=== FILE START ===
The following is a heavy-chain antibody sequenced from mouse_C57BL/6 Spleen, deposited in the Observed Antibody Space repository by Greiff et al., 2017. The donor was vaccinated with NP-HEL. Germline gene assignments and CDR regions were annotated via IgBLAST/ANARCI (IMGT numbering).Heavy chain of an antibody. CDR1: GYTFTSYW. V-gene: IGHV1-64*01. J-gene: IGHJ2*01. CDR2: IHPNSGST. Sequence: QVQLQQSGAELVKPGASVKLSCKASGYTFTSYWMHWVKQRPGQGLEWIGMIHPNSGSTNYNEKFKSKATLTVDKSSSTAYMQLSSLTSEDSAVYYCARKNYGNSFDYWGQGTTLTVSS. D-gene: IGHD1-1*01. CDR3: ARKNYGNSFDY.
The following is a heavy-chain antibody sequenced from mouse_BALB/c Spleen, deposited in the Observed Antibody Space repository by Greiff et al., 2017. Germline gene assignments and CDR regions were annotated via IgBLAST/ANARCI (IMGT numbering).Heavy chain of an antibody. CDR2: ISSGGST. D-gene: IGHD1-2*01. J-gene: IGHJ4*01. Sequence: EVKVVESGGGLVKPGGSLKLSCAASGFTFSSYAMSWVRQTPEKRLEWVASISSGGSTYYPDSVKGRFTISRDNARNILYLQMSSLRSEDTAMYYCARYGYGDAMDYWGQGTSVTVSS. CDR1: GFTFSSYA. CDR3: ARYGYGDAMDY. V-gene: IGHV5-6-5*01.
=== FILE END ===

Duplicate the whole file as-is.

The following is a heavy-chain antibody sequenced from mouse_C57BL/6 Spleen, deposited in the Observed Antibody Space repository by Greiff et al., 2017. The donor was vaccinated with NP-HEL. Germline gene assignments and CDR regions were annotated via IgBLAST/ANARCI (IMGT numbering).Heavy chain of an antibody. CDR1: GYTFTSYW. V-gene: IGHV1-64*01. J-gene: IGHJ2*01. CDR2: IHPNSGST. Sequence: QVQLQQSGAELVKPGASVKLSCKASGYTFTSYWMHWVKQRPGQGLEWIGMIHPNSGSTNYNEKFKSKATLTVDKSSSTAYMQLSSLTSEDSAVYYCARKNYGNSFDYWGQGTTLTVSS. D-gene: IGHD1-1*01. CDR3: ARKNYGNSFDY.
The following is a heavy-chain antibody sequenced from mouse_BALB/c Spleen, deposited in the Observed Antibody Space repository by Greiff et al., 2017. Germline gene assignments and CDR regions were annotated via IgBLAST/ANARCI (IMGT numbering).Heavy chain of an antibody. CDR2: ISSGGST. D-gene: IGHD1-2*01. J-gene: IGHJ4*01. Sequence: EVKVVESGGGLVKPGGSLKLSCAASGFTFSSYAMSWVRQTPEKRLEWVASISSGGSTYYPDSVKGRFTISRDNARNILYLQMSSLRSEDTAMYYCARYGYGDAMDYWGQGTSVTVSS. CDR1: GFTFSSYA. CDR3: ARYGYGDAMDY. V-gene: IGHV5-6-5*01.